New SF medical examiner ED seeks to restore faith in office

  • by John Ferrannini, Assistant Editor
  • Wednesday February 15, 2023
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David Serrano Sewell is the new executive director of the San Francisco medical examiner's office. Photo: Courtesy City Administrator's Office
David Serrano Sewell is the new executive director of the San Francisco medical examiner's office. Photo: Courtesy City Administrator's Office

The new executive director of the city's medical examiner's office said the department has cracked down on the loose handling of drug evidence.

"That's something that can't be tolerated in any office," David Serrano Sewell, a straight ally, told the Bay Area Reporter during a recent interview.

KQED-TV reported in 2020 that former employees who'd worked in the toxicology lab said supervisors allowed illegal drugs to "pile up in the evidence room" and did not follow proper procedures regarding evidence mishandling. This came after a lab analyst was found with suspected crystal meth after being pulled over for speeding in Utah.

"Thankfully, it was addressed," Serrano Sewell said. "The specimen retention and discard policy was updated. The office conducted a full audit and all of those findings were adopted in a pretty timely manner."

Serrano Sewell, 52, took over as the executive director in December after being appointed to the position by City Administrator Carmen Chu. He had served as chief operating officer in the office since 2020, and said that there have been "no issues since then" regarding evidence storage.

Serrano Sewell also said that a major goal is to be respectful of transgender and other gender-nonconforming communities, bringing up the 'X' marker people can put down for their gender on their driver's license.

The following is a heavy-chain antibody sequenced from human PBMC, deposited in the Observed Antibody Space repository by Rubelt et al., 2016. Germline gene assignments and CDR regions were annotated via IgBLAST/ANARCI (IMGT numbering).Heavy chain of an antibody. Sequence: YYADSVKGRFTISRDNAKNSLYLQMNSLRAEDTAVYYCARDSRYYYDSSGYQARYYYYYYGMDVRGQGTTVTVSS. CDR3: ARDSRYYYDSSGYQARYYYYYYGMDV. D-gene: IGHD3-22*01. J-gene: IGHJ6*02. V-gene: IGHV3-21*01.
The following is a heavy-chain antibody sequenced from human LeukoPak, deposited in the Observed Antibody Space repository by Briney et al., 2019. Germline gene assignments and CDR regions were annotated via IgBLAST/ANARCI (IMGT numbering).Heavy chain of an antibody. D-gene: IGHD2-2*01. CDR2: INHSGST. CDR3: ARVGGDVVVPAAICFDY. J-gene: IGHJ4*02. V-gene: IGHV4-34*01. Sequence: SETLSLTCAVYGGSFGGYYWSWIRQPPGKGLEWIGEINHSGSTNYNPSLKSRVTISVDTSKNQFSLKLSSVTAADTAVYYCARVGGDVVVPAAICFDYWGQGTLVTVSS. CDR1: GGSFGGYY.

As COO, Serrano Sewell helped draft the office's first policy on honoring the gender identities of decedents, particularly those who are trans and nonbinary.

"We've got to make sure everyone knows what 'X' is and this is how we note people in our system and that we're doing the same for trans female, trans males," he said.

Serrano Sewell, who lives in the Mission neighborhood with his wife, daughter, and two cats, went to the Golden Gate University School of Law in the city's South of Market neighborhood, where he graduated with a J.D. He was admitted to the California bar in 2003.

It was during his time at San Francisco State University, where he did his undergraduate work after moving to the city in 1989, that he "totally fell in love with San Francisco and didn't want to move back to Los Angeles."

He has a long tenure in city government, first serving as an aide to then-mayor Willie Brown, then as a deputy city attorney for the Port of San Francisco and San Francisco International Airport.

It was in that capacity that he got to know gay District 6 Supervisor Matt Dorsey, who also worked in the city attorney's office at the time. Dorsey recalled how he had seen "firsthand" his longtime former colleague's "commitment to public service and professionalism" in a news release about Serrano Sewell's appointment.

"David's leadership and hard work were instrumental in gaining full accreditation from the National Association of Medical Examiners recently, and I have every confidence that he will continue to uphold the highest standards of professional excellence in his new role as the director for San Francisco's Office of the Chief Medical Examiner," stated Dorsey.

According to a December 15, 2022 news release from Chu's office, the medical examiner's office achieved full accreditation from the National Association of Medical Examiners that month. Its accreditation had lapsed in 2017, the release stated, but received provisional accreditation in 2021, which was good for a year.

The death of Jaxon Sales has brought scrutiny to the medical examiner's office. Photo: Courtesy Sales family  

Case of gay man brings scrutiny to office
The fact that the office did not have accreditation for a period of time has played a role in the case of a gay 20-year-old man whose parents allege his death was not properly investigated due to homophobia on the part of the medical examiner's office.